Consider the obvious case of speeding laws. There is simply no justification at all for speeding laws until and unless they involve serious reckless driving, i.e. going far too fast for conditions and traffic. The simple expedient of charging someone with speeding when there is nothing remotely akin to imminent threat to anyone else is tantamount to armed robbery -- in this case the police being armed and robbing the individual on behalf of the government which, incidentally, pays the police salaries. And just for good measure, they will always throw in the additonal charge of not wearing a seat belt.
It is one thing to assume that a car driving in excess of some arbitrarily set speed limit (with emphasis on arbitrarily set) will result in an injury to someone else or their property. It is quite another to impose a limit on an individual's freedom or liberty in order to prevent possible injury to that same individual. The degree to which government has taken upon itself the mantle of Big Brother in order to prevent individuals from doing or not doing things which concern only themselves is truly horrific.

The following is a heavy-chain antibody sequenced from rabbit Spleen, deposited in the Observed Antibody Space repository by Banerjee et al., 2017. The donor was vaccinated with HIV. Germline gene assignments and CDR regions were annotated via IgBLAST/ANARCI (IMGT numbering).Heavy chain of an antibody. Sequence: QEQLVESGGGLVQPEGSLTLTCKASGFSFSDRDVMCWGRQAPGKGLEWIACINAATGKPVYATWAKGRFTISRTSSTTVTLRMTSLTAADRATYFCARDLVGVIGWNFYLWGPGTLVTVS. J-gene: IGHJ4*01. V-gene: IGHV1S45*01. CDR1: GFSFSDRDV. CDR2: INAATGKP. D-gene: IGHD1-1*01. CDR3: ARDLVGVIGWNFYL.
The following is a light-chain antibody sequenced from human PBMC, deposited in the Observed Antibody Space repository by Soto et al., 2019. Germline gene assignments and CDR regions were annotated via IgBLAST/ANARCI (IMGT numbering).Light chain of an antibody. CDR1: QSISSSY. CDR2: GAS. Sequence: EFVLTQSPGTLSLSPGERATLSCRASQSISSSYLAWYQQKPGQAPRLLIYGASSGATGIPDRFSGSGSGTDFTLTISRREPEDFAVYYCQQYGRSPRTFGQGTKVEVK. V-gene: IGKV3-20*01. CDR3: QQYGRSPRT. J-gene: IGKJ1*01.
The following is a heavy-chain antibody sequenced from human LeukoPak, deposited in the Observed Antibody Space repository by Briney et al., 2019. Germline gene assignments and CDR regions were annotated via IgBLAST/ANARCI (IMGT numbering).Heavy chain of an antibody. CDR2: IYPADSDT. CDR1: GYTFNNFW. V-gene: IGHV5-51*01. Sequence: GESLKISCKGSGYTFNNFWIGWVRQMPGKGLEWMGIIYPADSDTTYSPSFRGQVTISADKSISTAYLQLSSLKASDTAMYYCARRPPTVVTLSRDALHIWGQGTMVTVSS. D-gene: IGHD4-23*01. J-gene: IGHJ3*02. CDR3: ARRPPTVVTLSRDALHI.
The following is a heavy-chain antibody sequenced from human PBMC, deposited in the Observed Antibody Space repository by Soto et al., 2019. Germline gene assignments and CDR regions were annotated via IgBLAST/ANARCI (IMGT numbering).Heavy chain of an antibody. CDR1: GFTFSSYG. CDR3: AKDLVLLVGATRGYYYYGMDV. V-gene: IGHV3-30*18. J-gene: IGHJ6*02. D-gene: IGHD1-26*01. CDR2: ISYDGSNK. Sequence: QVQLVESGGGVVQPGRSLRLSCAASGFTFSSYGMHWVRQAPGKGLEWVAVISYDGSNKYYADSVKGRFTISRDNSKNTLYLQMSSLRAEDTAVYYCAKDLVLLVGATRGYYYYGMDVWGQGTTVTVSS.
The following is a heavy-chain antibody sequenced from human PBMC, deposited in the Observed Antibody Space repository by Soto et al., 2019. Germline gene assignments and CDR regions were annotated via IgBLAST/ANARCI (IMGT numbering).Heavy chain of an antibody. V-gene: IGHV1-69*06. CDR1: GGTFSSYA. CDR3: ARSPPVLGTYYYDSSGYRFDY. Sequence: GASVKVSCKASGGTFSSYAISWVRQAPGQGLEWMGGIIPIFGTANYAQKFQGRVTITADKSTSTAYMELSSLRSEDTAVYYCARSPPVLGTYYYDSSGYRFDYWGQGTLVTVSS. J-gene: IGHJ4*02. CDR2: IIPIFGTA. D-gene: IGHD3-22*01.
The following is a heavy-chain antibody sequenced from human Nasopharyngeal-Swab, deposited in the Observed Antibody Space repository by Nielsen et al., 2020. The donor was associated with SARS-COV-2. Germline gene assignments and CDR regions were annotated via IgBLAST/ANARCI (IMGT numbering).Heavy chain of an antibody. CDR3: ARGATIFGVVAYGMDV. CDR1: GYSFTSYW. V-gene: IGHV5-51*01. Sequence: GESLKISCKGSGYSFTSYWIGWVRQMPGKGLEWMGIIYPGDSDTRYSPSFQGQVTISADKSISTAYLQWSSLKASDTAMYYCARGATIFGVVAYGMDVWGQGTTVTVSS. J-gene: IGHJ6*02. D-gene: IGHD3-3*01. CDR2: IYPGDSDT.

(6/15/05) Another, more recent example is the U.S. Supreme Court's decision against the use of medical marijuana (as allowed by California state law). In Gonzales v. Raich, we encounter once again fears of possible misuse of a beneficial substance being the justification for denying its use for serious medical problems. The fact the Court used irrational and illogical reasoning about interstate commerce and the like is largely irrelevant. The real gist is that six old people who have ready access to booze and (legally prescribed) drugs have decreed that the suffering of others cannot be relieved, if only because the relevant law enforcement agency might find itself having to work just a bit harder. Accordingly, the Supreme Court has launched its own preemptive assault on California's Compassionate Use Act.